That was inevitably the background of all these agreements which were entered into. [An HON. MEMBER: "All?"] It was the background against which all agreements were made. That was the background which may not have been the deciding reason, but the legal background against which all agreements were in fact made. It may have more or less weighed in particular cases. I do not think that can be disputed. That was in fact the law. The reason, as the hon. Member for Hitchin (Mr. Asterley Jones) said, this Bill was introduced and the figure of £2 was raised to £5, was precisely because it was considered that nowadays a reasonable maintenance was not represented by the figure of £2, and that £5 was more reasonable. All we sought to do—and I say "we" because it is no secret that the Parliamentary draftsmen assisted the promoters of this Bill—is simply to limit the variation which may be made in these old agreements to what is necessitated by the change in the law made in another part of the Bill. We are only saying when an application now comes before the courts in the new circumstances, it should not be what it otherwise would in effect be, a bar to the wife claiming that an agreement was in existence based on the old figure. That is all we have sought.
It has been objected that is not reciprocal and does not apply to applications of both parties, but I do not see how that could arise because the only change in the law which justifies this consequential change is a change in the upward figure available to the wife which is not a change in the law which could in any circumstances lead a husband to wish to vary the agreement. We have sought to draft this in such a way that the former voluntary agreement, if it is to be altered at all, should be altered only so far as an alteration may be justified by the change of the maximum figure from £2 to £5. I should not have thought that was really a very serious interference with the normal law.
In fact, I think it may be true to say, even at the moment, it is not an absolute bar, but there are decisions of courts to the effect if an agreement is in existence, that is strong prima facie evidence that the husband is providing reasonable maintenance. That is not really a reasonable proposition in the light of the change we have now made.
The House has in effect said it does not consider £2 reasonable maintenance and that is why it has raised the figure. Therefore, it is reasonable we should say that, at the discretion of the court, the term "reasonable maintenance" can only be defined in the light of the new Clause of this Bill and that the court is not precluded from doing so merely by the fact the old agreement made against quite different background has, in fact, been kept. I think that is as far as I should go. In another place we were prepared to say that the Home Office took no very special stand in the matter, but I think that if the Home Office thought that the great objections of principle raised by my hon. Friends had any validity, they would not have been taking even that degree of neutral attitude.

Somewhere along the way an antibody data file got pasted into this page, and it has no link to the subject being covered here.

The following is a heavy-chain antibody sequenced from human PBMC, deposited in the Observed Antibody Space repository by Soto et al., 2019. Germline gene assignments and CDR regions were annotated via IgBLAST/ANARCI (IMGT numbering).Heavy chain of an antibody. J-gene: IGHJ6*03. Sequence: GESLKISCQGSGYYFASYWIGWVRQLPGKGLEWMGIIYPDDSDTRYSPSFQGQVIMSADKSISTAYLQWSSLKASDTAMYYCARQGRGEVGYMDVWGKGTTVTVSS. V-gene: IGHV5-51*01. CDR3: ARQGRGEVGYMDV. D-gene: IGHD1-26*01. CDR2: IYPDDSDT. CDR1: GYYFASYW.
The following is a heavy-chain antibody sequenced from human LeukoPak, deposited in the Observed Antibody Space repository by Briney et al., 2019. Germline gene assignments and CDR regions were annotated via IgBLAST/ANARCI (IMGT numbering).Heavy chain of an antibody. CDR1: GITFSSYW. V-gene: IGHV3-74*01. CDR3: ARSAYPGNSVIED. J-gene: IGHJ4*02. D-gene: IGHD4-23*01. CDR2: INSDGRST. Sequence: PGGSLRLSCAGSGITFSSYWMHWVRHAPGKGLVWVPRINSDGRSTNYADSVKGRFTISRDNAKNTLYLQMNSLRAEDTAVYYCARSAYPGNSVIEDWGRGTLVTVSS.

We certainly view this as a very useful Bill. The purpose of this Clause was agreed on all sides of the Committee, and I think it was not seriously disputed by anybody in another place. I ask those hon. Members who at this late stage have suggested that it ought to be dropped to think very carefully whether they have not used most exaggerated language about the legal principles which they say we are infringing, and to weigh very carefully on the other side the undoubted reality of the situation to which I have called attention, namely, that these old agreements were made against the background of the £2 maximum, and that, therefore, there is in equity a very good case for making a provision whereby the existence of these agreements should not be a bar to a wife obtaining what we now consider more reasonable maintenance at the new rate.
I am sure that my hon. Friend does not wish to mislead the House in any way. Am I not right in saying that the attitude of the Home Office in another place was that they did not attempt to give any guidance and that they simply wanted the Lord Chancellor to point out the serious nature of this Clause?
I am not unmindful of the spirit of collaboration and co-operation which the sponsors of the Bill have met up to this stage. I have duly noted the diversity of opinion and comment which has been expressed, and for that reason I beg to move, "That the Debate be now adjourned."